The Senate Chamber in the State Capitol. Credit: Allyce Andrews
A July 8 op-ed, “Debating power and principle in the Lieutenant Governor’s office,” used creative legal interpretations to advance the belief that a lieutenant governor has the power to determine the constitutionality of bills before the Senate.
That’s just not the case.
While the author, David A. Perez, notes that he is a lawyer and colleague of Sen. Cyrus Habib at Perkins Coie, who hasn’t donated to any candidate running for lieutenant governor this year, he’s hardly neutral. Like Habib, Perez is a Yale Law School alum. His Perkins Coie bio describes him as the co-author of the Washington Voting Rights Act, legislation that Habib has championed. In addition, Perez donated $250 to Habib’s House of Representatives campaign in 2012.
In advancing Sen. Habib’s stated views on the powers of the lieutenant governor, Mr. Perez writes that in 2008 a majority of the Senate voted to pass SB 6931, which proposed the re-enactment of an increased tax on liquor sales, and that I refused to sign the bill, leading to the Brown v Owen case in the state Supreme Court. Nothing could be further from the truth. His recounting leaves out important details that lead to entirely different understandings of the issue.
In fact, I ruled on a point of order that was raised by Sen. Tim Sheldon as to the number of votes necessary to pass the bill in light of Initiative 960. After discussion with Senate Counsel and review of the relevant precedents, rules, laws (I-960 was law at that time) and the Constitution, I ruled that SB 6931 would require a 2/3 vote of the body as it would impose a tax on liquor sales. The vote on the final passage of SB 6931 was 25 yeas, 21 nays, 1 absent and 2 excused. I declared the bill lost as it failed to pass the Senate with the proper number of votes.
When a bill fails to receive the requisite number of votes, there is nothing for the president of the Senate — which the lieutenant governor is — to sign. This is vastly different than claiming that I refused to sign a bill on the grounds that it was unconstitutional.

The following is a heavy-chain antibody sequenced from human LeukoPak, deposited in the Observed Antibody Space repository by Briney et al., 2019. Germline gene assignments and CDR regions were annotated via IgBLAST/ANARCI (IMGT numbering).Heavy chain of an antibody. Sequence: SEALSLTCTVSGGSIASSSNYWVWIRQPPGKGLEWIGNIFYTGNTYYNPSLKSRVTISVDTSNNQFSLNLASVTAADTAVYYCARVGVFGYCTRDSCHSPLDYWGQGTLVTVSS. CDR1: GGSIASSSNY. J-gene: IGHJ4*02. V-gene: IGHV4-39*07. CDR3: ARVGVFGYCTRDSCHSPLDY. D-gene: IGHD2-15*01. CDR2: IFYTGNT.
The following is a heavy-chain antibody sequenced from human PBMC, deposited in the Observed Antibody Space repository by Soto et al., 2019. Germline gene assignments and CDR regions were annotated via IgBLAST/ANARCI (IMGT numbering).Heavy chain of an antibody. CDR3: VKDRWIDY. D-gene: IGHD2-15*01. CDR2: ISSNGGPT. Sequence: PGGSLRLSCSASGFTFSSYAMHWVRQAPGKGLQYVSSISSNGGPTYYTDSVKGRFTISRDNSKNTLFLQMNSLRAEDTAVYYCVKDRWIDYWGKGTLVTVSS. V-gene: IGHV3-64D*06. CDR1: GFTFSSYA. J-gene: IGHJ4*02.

The Supreme Court affirms in Brown v Owen that the signing of a bill is not a ministerial task, as the analysis of Perez holds. The Court, however, goes on to delineate that this discretion is applied in cases where the Senate president believes that the required number of votes to pass a bill has not been met or that the votes have not been properly cast. The lieutenant governor has discretion but it’s limited to the procedures and parliamentary rules of the Senate and not to make judicial determinations about a bill.
The context in which the line in the Brown v Owen decision occurs is important: The Court conflates three actions, determining the number of votes needed to pass a bill, counting those votes, and signing the bill if enough votes have been made in the affirmative. The first two are discretionary, arguably, but the final one is simply the attestation that the first two are met. It is difficult to argue that signing the attestation amounts to any exercise of discretion.
The article also describes actions I took in 2015 with regard to the Republican majority in the Senate instituting a new rule requiring a two-thirds majority vote before passing a tax increase. His argument appears to bolster Sen. Habib’s belief that the lieutenant governor has the power, affirmed under the Brown v Owen decision, to declare bills unconstitutional.
When ruling upon a point of order raised by Sen. Steve Hobbs during the course of debate on SSB 5987 (2015), I used my discretion to rule that the provisions of Senate Rules 62,64 and 67 which required a two-thirds affirmative vote prior to considering tax bills on final passage, were unconstitutional.
In that ruling, I cited the decision by the Supreme Court in two cases, Legislature v. Locke (1999) and League of Education Voters v. State (2013), as instances where the Supreme Court found certain actions unconstitutional.
In this instance, the question was not whether or not the bill itself was constitutional, but whether or not the provisions of the Senate Rules which required a 2/3 affirmative vote of the body were constitutional. I made my determination on the application of Senate rules (which the Court has affirmed that I have jurisdiction over as President of the Senate) and in the ruling I also applied Court decisions that had been already settled.
In no way did I, as an officer of the legislative branch, make a determination regarding the constitutionality of a particular bill before the Senate. The public, including lawyers from a prestigious law school, should understand that determining the constitutionality of laws is the purview of the judicial branch.
Furthermore, the Court put the notion of a lieutenant governor determining constitutionality to rest in Brown v Owen when the Court wrote in its decision, “It is beyond the power of the legislature to rule that a law it has enacted is unconstitutional.”
In my 20 years as lieutenant governor, I have modeled my tenure after that of my predecessors like John A. Cherberg. As president of the Senate, a lieutenant governor must be fair and impartial. The Senate has 49 senators and doesn’t need a hyperpartisan lieutenant governor to make 50.
Brown v Owen reaffirmed the Senate’s remedy when it disagrees with the ruling of the president: a majority vote of the body to overturn it — surely something that will happen more frequently if a new lieutenant governor presides in a partisan manner.